Over 400 articles were initially found through this search strategy, which included articles published between 2000 and 2023 in English and other languages, provided that an English abstract was available.
We prioritized reviews and the peer-reviewed literature. The examination of the literature was focused on the pediatric population. However, when considering broader concepts applicable to both pediatric and adult patients, the search was not restricted solely to the pediatric literature. We then integrated this information with our pediatric experience.

3. Pathophysiology and Genetics

The genetic basis of Brugada Syndrome has been demonstrated since 1998, when an association between symptoms and a loss of function of the SCN5A gene, present in 20–25% of patients, was described [8]. This gene codes for the α subunit of the Na+ channel at the level of cardiac cells, which plays a fundamental role in the generation of the action potential and the propagation of the electrical impulse in the heart [1]; the Na+ channel defect determines, at the cellular level, a marked shortening of the action potential confined exclusively to the epicardial layers of the right ventricular outflow tract (RVOT), where outgoing K+ channels are concentrated [9].
It explains the alterations in leads V1–V3 and the possibility, in some cases, of recording them only by positioning the electrodes in the second or third intercostal spaces, i.e., in the area directly facing the outflow tract of the right ventricle [10].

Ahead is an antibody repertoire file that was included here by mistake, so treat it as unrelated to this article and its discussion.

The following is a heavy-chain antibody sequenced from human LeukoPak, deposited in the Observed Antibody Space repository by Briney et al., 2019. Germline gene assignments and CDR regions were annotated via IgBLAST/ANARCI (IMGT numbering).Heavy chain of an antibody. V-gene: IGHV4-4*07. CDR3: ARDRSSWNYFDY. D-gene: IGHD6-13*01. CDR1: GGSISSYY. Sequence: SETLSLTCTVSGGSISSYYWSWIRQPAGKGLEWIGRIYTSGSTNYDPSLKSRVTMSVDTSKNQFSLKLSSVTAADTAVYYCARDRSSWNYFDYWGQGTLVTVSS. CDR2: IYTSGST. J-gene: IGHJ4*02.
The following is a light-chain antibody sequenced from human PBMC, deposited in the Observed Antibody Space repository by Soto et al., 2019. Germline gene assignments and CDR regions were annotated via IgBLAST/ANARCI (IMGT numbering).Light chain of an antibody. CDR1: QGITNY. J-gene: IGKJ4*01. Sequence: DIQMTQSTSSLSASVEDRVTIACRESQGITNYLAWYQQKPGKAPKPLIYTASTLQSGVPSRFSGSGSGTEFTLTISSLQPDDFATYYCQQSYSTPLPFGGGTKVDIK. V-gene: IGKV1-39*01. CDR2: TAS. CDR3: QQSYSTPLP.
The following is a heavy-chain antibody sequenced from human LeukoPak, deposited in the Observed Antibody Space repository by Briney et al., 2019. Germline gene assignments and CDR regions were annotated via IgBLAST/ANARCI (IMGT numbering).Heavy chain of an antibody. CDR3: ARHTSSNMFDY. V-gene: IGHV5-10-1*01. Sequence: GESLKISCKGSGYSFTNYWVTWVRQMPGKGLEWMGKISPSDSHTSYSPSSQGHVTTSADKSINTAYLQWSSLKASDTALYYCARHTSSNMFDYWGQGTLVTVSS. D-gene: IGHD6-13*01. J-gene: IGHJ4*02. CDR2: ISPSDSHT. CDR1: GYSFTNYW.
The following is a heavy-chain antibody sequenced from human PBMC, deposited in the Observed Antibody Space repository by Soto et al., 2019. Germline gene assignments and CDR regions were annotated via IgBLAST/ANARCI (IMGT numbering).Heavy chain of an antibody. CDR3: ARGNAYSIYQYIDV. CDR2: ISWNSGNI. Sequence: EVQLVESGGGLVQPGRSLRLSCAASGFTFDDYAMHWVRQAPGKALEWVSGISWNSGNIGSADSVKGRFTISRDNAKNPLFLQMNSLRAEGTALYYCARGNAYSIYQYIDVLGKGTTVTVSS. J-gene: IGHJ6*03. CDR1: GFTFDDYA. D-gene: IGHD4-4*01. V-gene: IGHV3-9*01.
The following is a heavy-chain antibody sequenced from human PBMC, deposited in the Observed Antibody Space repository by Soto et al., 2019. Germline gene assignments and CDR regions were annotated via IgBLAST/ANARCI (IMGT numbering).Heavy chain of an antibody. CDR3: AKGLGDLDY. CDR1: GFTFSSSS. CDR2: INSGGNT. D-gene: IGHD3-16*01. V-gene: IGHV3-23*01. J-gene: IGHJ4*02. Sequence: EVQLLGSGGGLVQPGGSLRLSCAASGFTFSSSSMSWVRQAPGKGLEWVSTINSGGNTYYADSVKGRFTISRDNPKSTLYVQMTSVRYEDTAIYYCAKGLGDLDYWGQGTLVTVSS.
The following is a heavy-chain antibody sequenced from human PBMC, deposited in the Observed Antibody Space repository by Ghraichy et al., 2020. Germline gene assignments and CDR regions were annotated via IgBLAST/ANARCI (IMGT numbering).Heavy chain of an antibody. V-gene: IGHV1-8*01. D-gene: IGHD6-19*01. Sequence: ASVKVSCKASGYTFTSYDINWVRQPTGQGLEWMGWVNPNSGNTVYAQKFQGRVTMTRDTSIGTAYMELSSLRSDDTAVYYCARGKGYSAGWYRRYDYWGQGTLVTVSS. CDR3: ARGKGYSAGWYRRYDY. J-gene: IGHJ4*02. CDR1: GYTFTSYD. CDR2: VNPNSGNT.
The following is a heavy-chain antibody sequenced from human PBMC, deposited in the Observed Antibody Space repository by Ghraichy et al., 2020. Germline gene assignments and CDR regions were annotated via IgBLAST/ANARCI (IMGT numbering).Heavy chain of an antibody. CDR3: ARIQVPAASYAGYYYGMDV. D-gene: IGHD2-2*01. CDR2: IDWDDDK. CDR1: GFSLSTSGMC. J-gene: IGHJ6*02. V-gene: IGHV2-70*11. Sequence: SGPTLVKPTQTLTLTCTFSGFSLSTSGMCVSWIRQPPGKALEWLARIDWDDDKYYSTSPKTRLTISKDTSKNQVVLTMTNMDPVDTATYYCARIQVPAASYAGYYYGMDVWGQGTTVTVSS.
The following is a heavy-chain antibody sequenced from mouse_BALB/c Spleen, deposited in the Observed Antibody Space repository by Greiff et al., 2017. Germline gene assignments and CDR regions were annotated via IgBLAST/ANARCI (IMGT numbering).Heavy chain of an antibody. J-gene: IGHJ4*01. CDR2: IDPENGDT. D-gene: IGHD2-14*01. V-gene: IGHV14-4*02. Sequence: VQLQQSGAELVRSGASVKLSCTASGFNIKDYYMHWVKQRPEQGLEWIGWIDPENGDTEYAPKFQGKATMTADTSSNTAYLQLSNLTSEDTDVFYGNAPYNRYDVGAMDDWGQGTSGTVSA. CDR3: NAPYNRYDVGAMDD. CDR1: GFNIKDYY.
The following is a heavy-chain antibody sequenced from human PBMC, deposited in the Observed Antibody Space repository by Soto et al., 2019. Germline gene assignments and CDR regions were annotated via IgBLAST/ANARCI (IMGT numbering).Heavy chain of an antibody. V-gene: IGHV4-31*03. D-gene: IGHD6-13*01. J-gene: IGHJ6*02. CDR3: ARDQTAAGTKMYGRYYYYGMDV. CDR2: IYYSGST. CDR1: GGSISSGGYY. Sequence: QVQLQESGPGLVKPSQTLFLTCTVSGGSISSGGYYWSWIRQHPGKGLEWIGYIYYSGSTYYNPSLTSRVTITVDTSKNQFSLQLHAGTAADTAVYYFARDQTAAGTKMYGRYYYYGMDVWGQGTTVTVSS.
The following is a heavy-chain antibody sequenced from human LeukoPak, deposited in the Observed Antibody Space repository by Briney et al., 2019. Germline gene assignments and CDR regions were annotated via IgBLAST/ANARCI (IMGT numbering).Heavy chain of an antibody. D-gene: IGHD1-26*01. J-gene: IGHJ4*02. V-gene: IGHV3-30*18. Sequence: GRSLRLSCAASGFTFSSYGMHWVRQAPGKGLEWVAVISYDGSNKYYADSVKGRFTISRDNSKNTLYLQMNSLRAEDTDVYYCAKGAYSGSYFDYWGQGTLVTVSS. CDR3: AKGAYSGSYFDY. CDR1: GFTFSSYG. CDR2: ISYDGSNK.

Minimal ultrastructural changes, such as increased collagen and subepicardial fibrosis and decreased gap junctions, have been described in the area of the arrhythmogenic site. The meaning to be attributed to these ultrastructural alterations is still uncertain [6].
Over the years, several other genes mutated in Brugada Syndrome patients have been identified: some coding for Na+ channels, some for K+ channels, and others for Ca2+; however, only variants of the SCN5A gene are considered pathogenic to date. In each case, the result is a reduction in the Na+ and Ca2+ input current or the K+ output current [1].
Furthermore, over the years, the idea has been that Brugada Syndrome can follow a more complex polygenic inheritance: it could result from the co-presence of several common variants conferring susceptibility in each individual [11].